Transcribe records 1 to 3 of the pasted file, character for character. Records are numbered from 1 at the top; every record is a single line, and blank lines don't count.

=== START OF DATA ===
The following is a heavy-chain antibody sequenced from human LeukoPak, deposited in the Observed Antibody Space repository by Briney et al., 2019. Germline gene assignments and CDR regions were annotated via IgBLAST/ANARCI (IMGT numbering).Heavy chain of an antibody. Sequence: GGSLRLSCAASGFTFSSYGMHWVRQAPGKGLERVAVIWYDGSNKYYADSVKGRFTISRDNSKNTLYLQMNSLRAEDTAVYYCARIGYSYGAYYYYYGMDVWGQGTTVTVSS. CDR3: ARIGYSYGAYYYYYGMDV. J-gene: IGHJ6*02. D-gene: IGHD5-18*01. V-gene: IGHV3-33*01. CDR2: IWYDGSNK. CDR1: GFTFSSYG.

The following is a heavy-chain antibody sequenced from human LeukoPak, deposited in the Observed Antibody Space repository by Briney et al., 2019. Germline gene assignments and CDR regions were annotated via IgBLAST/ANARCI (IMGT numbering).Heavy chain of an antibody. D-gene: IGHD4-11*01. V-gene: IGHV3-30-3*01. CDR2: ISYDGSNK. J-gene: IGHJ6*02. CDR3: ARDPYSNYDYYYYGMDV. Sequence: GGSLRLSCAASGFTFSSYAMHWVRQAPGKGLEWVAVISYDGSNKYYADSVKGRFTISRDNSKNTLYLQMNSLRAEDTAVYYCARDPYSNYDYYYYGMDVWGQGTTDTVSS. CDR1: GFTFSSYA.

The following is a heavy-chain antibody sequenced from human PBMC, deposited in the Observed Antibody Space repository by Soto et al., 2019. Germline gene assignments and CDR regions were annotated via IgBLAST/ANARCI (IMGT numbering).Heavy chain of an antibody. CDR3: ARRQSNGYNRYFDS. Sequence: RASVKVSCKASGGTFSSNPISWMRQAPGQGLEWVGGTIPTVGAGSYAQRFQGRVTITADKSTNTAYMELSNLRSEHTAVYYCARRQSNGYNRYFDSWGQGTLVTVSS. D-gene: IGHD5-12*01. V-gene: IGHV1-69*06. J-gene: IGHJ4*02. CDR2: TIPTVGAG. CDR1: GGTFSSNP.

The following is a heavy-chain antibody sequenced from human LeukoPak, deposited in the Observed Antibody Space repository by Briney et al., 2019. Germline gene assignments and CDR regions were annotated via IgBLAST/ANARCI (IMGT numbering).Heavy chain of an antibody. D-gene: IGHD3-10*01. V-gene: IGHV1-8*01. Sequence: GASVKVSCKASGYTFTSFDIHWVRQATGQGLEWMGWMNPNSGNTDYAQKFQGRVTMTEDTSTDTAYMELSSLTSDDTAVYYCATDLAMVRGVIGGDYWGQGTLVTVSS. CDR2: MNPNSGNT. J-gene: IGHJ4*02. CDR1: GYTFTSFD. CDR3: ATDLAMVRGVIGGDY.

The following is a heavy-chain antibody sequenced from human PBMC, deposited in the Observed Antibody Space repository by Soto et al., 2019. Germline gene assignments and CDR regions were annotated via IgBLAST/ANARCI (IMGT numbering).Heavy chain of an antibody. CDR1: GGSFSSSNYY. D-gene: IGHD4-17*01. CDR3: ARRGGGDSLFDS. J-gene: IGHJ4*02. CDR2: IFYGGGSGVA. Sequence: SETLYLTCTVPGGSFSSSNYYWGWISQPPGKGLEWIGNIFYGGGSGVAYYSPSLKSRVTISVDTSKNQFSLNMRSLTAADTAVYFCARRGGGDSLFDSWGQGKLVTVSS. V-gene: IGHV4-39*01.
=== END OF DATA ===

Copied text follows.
The following is a heavy-chain antibody sequenced from human LeukoPak, deposited in the Observed Antibody Space repository by Briney et al., 2019. Germline gene assignments and CDR regions were annotated via IgBLAST/ANARCI (IMGT numbering).Heavy chain of an antibody. Sequence: GGSLRLSCAASGFTFSSYGMHWVRQAPGKGLERVAVIWYDGSNKYYADSVKGRFTISRDNSKNTLYLQMNSLRAEDTAVYYCARIGYSYGAYYYYYGMDVWGQGTTVTVSS. CDR3: ARIGYSYGAYYYYYGMDV. J-gene: IGHJ6*02. D-gene: IGHD5-18*01. V-gene: IGHV3-33*01. CDR2: IWYDGSNK. CDR1: GFTFSSYG.

The following is a heavy-chain antibody sequenced from human LeukoPak, deposited in the Observed Antibody Space repository by Briney et al., 2019. Germline gene assignments and CDR regions were annotated via IgBLAST/ANARCI (IMGT numbering).Heavy chain of an antibody. D-gene: IGHD4-11*01. V-gene: IGHV3-30-3*01. CDR2: ISYDGSNK. J-gene: IGHJ6*02. CDR3: ARDPYSNYDYYYYGMDV. Sequence: GGSLRLSCAASGFTFSSYAMHWVRQAPGKGLEWVAVISYDGSNKYYADSVKGRFTISRDNSKNTLYLQMNSLRAEDTAVYYCARDPYSNYDYYYYGMDVWGQGTTDTVSS. CDR1: GFTFSSYA.

The following is a heavy-chain antibody sequenced from human PBMC, deposited in the Observed Antibody Space repository by Soto et al., 2019. Germline gene assignments and CDR regions were annotated via IgBLAST/ANARCI (IMGT numbering).Heavy chain of an antibody. CDR3: ARRQSNGYNRYFDS. Sequence: RASVKVSCKASGGTFSSNPISWMRQAPGQGLEWVGGTIPTVGAGSYAQRFQGRVTITADKSTNTAYMELSNLRSEHTAVYYCARRQSNGYNRYFDSWGQGTLVTVSS. D-gene: IGHD5-12*01. V-gene: IGHV1-69*06. J-gene: IGHJ4*02. CDR2: TIPTVGAG. CDR1: GGTFSSNP.